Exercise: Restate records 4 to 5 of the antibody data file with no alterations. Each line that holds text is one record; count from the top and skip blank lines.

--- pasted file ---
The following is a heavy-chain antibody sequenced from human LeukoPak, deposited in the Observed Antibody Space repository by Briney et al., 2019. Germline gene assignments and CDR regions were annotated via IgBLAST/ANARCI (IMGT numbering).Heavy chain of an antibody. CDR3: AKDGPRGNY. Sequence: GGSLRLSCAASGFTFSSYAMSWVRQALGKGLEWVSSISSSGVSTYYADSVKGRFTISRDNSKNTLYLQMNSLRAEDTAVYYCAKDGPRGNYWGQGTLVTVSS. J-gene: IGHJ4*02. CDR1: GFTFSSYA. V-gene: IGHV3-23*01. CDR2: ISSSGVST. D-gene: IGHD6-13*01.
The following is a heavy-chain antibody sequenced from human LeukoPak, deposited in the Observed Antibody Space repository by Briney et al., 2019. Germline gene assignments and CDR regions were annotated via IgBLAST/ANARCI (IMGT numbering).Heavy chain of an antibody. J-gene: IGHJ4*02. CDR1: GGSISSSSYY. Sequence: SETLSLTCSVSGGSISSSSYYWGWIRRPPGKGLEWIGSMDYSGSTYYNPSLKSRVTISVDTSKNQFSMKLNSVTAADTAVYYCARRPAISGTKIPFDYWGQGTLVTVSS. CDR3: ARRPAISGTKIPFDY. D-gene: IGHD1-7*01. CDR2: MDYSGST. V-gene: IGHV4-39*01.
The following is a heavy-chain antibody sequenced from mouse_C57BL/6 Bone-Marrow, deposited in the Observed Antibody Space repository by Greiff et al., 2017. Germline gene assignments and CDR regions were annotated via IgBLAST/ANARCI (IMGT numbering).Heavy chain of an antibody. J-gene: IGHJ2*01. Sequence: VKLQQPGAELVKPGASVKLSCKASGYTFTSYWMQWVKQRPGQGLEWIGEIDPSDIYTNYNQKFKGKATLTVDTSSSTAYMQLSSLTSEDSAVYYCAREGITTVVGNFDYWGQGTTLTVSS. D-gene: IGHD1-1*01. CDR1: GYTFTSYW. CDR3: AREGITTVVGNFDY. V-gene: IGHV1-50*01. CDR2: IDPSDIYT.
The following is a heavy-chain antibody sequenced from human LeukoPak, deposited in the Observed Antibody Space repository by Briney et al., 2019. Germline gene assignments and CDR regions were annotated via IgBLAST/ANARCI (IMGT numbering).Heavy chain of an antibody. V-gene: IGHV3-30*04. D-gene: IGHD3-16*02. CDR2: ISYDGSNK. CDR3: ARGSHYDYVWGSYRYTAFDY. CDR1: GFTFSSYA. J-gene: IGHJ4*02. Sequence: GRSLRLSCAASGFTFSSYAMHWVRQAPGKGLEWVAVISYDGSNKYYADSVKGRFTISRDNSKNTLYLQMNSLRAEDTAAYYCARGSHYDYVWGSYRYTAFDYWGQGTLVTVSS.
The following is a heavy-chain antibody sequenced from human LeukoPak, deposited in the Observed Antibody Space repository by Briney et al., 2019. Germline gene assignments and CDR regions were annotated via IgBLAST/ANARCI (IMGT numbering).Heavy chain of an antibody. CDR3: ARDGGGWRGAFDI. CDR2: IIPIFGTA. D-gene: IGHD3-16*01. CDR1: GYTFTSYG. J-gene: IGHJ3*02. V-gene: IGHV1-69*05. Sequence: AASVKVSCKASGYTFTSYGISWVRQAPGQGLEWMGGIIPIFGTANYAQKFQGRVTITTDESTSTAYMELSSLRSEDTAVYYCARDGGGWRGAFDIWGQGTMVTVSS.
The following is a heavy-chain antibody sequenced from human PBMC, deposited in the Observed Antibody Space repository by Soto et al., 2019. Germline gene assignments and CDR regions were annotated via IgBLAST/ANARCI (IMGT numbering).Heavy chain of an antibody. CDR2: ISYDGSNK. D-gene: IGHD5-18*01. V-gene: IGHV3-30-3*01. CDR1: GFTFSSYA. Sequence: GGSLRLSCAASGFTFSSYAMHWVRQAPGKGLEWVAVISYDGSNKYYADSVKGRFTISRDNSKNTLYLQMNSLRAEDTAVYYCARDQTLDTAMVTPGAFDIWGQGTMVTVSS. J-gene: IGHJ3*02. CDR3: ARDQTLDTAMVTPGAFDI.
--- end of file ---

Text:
The following is a heavy-chain antibody sequenced from human LeukoPak, deposited in the Observed Antibody Space repository by Briney et al., 2019. Germline gene assignments and CDR regions were annotated via IgBLAST/ANARCI (IMGT numbering).Heavy chain of an antibody. V-gene: IGHV3-30*04. D-gene: IGHD3-16*02. CDR2: ISYDGSNK. CDR3: ARGSHYDYVWGSYRYTAFDY. CDR1: GFTFSSYA. J-gene: IGHJ4*02. Sequence: GRSLRLSCAASGFTFSSYAMHWVRQAPGKGLEWVAVISYDGSNKYYADSVKGRFTISRDNSKNTLYLQMNSLRAEDTAAYYCARGSHYDYVWGSYRYTAFDYWGQGTLVTVSS.
The following is a heavy-chain antibody sequenced from human LeukoPak, deposited in the Observed Antibody Space repository by Briney et al., 2019. Germline gene assignments and CDR regions were annotated via IgBLAST/ANARCI (IMGT numbering).Heavy chain of an antibody. CDR3: ARDGGGWRGAFDI. CDR2: IIPIFGTA. D-gene: IGHD3-16*01. CDR1: GYTFTSYG. J-gene: IGHJ3*02. V-gene: IGHV1-69*05. Sequence: AASVKVSCKASGYTFTSYGISWVRQAPGQGLEWMGGIIPIFGTANYAQKFQGRVTITTDESTSTAYMELSSLRSEDTAVYYCARDGGGWRGAFDIWGQGTMVTVSS.